I thought it important to research some of the things there are to do for our volunteer rugby coaches when they are in Swaziland and I am sure the white water rafting will appeal for anyone looking for excitement and adventure.
We were told to arrive at 8.30am at the Swazi Trails office not far from The Gables Shopping Centre and, after checking in, had a look at the craft shops next door. By 9am, the other “rafters” had arrived – a family consisting of Mum, Dad, and two little boys 8 and 10, and, of course, they knew Michael Collinson, the founder of Skrum, and Naomi their chief coach (like everyone else we seemed to meet!).
The journey South East to the Usutu River took about 1 hour and 30 minutes and the last 45 minutes was on unmade roads (which wasn’t good for my sciatica)but it gave us an opportunity to see more of this beautiful unspoilt country.
Once the boats were inflated, and we were kitted out with our life-jackets and helmets, we had a lesson on how to manage the paddles and get back in the “croc crafts” if we fall out. We launched ourselves onto the wide river in a calm part and had a practice. It was hilarious! I was in front as “navigator” and Sharon was behind as “steerer”. We kept getting our rights and lefts mixed up! I would shout “right”, meaning “turn right” and Sharon would use her right paddle which would turn us left! One of the two guides, suggested we swap positions and I have the say the person at the back has a lot of responsibility in turning the boat to avoid the many rocks and hazards in the water. We got stuck on rocks….sand banks…got very wet…but managed to stay in the boat. It was SO exhilarating! Finally, after a good hour, we stopped and got out of the craft and went to have a look at the final challenge, the famous “initiator”, a narrow gorge with twists and turns and very troubled water, and quite a drop and were given the choice to try it or walk round it. I decided that I wanted to finish on a good note and would leave that one until next time. And just as well. The first boat, with the Dad and one of sons, ended up capsizing! I was meant to be videoing it and was so distressed that forgot to push to button. But they managed to hold onto the boat and were fine. The second boat, with the Mum and other son, also got into trouble and ended up stuck next to some rocks and one of the guides had to climb down the rocks, get into the craft and help them paddle out. Sharon did it with the guide and they sailed through. She had a big smile on her face and so did I despite being such a chicken.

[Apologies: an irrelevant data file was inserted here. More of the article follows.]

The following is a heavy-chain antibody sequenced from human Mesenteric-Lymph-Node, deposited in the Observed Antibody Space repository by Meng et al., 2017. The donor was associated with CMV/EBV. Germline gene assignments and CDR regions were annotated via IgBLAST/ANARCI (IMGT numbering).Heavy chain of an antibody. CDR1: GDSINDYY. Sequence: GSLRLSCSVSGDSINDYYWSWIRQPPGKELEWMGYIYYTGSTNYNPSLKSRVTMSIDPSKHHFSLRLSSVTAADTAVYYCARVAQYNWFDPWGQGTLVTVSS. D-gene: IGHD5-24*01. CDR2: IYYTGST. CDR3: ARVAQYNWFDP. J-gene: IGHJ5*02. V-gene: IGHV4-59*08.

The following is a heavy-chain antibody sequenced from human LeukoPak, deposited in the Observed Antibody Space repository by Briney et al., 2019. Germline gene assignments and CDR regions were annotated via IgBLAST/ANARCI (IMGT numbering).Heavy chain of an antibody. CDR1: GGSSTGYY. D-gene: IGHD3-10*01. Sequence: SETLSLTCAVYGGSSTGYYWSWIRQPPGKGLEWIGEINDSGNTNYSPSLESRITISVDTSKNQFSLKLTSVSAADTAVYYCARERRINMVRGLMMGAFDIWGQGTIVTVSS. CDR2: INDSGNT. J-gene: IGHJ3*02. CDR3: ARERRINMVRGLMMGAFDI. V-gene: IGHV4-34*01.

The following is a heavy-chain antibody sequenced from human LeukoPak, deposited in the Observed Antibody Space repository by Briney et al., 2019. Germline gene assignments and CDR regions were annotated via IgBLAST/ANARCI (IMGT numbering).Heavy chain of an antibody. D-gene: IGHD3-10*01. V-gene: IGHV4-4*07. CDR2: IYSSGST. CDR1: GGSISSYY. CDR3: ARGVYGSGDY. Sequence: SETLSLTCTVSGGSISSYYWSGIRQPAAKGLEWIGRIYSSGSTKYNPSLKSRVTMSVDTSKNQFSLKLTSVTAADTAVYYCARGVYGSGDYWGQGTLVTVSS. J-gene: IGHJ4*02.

After paddling a little more, we had a lovely packed lunch under a tree (watched by 4 little boys who enjoyed eating our uneaten sandwiches and chocolate bar) and climbed over the rocks to see a treacherous waterfall (which the guides have never been down) and were told the story of a chinaman who ended up going down it by mistake and survived, just breaking his leg! It is now known as the Chinese Waterfall!!!
The rocks can get very hot so it is worth wearing some strap-on sandles, not flip flops like me. Also the mud both in the river and on the banks is very thick and sucks the flip flops off. Plenty of suncream is a must – despite one coating of Factor 30 I got quite burnt. And a waterproof camera would be a good idea too.
The guides said that they could collect our volunteers from Sondzela on the way to the River which would be easier for the volunteers. My only concern is that at 750 Rand (about £60+) it is an expensive day out but well worth it and something they would always remember! Guaranteed for any adrenalin junkie!
Volunteer Vacations have placements for volunteer rugby coaching in Swaziland. Price for 28 days £1,600, additional weeks £200. Price includes airport transfers, accommodation at Sondzela within the Milwane National Park, all food, transport to placements, Level 1 rugby coaching certificate. See www.volunteervacations.co.uk for more details or contact us on firstname.lastname@example.org. Telephone: 01483 331551/07833 208 158.